WASHINGTON: Skewed data and the economic setback of the partial government shutdown face Federal Reserve policymakers as they review their economic stimulus program on Tuesday and Wednesday.
The broad consensus is that, in their first meeting with Janet Yellen as the official heir-apparent to chairman Ben Bernanke, the Federal Open Market Committee will opt again to wait for more evidence of economic strength.
That will prolong the guessing game of when the “taper” of QE3, the Fed’s $85 billion-a-month bond-buying stimulus program, will begin.
But Bernanke, and his close ally Yellen, have stiffly refused to bow to market expectations, pledging to act only when economic data supports it.
The FOMC stunned markets in September when it decided not to begin reeling in the centerpiece of its efforts to boost US growth.
Guided by Bernanke’s own signals, most analysts and investors had expected for months that the drawdown of the quantitative easing program was coming then, and stocks had fallen while bond yields pushed up sharply.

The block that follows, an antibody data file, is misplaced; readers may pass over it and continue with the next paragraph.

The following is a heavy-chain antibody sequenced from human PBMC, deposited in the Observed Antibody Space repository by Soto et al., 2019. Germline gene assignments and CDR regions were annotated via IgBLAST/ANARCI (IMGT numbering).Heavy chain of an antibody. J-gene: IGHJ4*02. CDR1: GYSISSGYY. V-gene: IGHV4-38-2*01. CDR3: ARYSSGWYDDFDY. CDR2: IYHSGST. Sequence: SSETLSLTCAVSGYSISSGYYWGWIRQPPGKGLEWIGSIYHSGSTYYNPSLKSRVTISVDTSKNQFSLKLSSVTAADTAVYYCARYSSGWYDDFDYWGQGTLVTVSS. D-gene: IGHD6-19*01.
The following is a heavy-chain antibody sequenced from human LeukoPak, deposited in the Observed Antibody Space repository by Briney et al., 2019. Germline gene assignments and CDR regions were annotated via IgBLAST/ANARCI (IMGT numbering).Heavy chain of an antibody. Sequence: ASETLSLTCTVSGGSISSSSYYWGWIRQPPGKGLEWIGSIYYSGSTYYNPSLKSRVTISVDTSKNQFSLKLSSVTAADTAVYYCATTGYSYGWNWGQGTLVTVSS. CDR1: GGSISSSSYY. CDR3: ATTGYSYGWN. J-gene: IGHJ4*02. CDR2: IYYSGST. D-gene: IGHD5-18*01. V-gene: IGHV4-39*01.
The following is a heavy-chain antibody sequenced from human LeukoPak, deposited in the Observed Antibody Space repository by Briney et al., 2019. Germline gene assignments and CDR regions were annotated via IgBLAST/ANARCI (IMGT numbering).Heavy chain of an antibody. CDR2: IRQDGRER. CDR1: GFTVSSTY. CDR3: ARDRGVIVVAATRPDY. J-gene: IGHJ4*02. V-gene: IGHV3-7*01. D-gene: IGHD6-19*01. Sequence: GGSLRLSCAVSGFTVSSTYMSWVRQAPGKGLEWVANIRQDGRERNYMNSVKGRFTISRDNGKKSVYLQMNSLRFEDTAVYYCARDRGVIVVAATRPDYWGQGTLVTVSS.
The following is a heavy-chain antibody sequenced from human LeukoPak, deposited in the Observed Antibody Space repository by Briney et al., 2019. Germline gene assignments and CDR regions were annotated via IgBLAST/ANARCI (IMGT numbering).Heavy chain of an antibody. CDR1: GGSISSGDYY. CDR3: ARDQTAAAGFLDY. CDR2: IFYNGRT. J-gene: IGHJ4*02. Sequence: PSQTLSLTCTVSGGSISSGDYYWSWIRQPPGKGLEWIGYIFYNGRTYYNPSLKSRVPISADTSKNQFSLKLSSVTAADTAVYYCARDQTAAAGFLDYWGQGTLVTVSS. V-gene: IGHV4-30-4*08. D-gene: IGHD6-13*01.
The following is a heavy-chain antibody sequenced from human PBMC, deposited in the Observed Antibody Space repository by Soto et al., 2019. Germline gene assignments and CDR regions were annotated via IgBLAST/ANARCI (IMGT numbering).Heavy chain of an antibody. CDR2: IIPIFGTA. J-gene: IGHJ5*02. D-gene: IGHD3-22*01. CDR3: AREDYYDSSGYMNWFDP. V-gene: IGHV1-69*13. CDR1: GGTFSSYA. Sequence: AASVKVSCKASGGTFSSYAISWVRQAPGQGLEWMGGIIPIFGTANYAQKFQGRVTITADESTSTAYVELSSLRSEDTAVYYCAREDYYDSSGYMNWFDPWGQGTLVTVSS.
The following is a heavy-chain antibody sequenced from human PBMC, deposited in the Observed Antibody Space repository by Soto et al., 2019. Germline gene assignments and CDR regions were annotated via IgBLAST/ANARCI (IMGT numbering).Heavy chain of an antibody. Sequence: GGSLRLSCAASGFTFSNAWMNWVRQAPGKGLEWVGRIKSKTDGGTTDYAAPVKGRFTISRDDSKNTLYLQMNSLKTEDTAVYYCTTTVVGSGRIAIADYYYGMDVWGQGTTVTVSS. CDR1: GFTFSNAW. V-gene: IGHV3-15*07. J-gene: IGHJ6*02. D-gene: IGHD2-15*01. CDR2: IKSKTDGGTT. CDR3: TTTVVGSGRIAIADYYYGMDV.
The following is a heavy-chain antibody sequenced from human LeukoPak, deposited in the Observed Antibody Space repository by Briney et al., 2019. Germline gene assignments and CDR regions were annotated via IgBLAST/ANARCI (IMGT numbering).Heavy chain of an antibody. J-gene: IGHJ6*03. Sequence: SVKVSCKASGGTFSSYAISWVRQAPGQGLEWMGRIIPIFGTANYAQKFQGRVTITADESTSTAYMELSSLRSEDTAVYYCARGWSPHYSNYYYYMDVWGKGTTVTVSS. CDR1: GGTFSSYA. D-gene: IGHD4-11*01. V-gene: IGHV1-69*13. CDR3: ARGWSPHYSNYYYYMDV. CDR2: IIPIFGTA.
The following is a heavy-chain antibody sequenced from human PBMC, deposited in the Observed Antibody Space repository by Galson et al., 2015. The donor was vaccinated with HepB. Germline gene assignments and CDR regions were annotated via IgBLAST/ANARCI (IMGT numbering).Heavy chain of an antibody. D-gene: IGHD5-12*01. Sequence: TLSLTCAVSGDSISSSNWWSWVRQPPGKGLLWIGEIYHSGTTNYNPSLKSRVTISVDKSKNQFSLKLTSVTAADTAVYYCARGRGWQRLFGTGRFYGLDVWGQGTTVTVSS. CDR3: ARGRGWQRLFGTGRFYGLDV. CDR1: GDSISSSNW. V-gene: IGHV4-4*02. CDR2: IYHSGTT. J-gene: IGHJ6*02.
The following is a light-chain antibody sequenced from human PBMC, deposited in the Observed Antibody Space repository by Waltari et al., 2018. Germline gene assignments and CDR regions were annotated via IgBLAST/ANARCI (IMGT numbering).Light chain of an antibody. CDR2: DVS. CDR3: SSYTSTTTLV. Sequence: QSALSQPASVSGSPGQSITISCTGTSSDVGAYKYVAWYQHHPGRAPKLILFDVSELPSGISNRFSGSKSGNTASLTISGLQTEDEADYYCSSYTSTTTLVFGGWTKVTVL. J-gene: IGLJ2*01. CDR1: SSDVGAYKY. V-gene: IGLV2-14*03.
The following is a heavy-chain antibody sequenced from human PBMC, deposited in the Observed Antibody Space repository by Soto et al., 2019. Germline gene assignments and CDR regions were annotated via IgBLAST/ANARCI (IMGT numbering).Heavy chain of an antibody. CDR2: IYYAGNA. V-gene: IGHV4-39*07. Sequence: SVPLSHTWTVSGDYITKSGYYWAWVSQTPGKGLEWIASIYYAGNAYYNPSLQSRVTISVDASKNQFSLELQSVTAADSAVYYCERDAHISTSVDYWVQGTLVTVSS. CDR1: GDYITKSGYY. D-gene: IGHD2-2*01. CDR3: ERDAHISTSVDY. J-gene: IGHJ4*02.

The markets then reversed on the FOMC’s narrow September 18 decision, with stocks soaring to new records on the prospect of the easy-money spigot staying open and keeping interest rates low.
In a show of prescience then, Bernanke said they were worried about a possible government shutdown and a US default on its obligations due to the
building fight in Congress over raising the debt ceiling and passing a budget for fiscal 2014.
As it turned out, on October 1, the first day of the fiscal year, there was no agreement and the government shut down partially for 16 days.
It reopened only after a short-term budget was agreed and the debt ceiling was lifted, barely averting a default.
Analysts said the damage of idling hundreds of thousands of federal workers cost the economy $25 billion and lopped up to 0.5 percentage points from fourth quarter growth.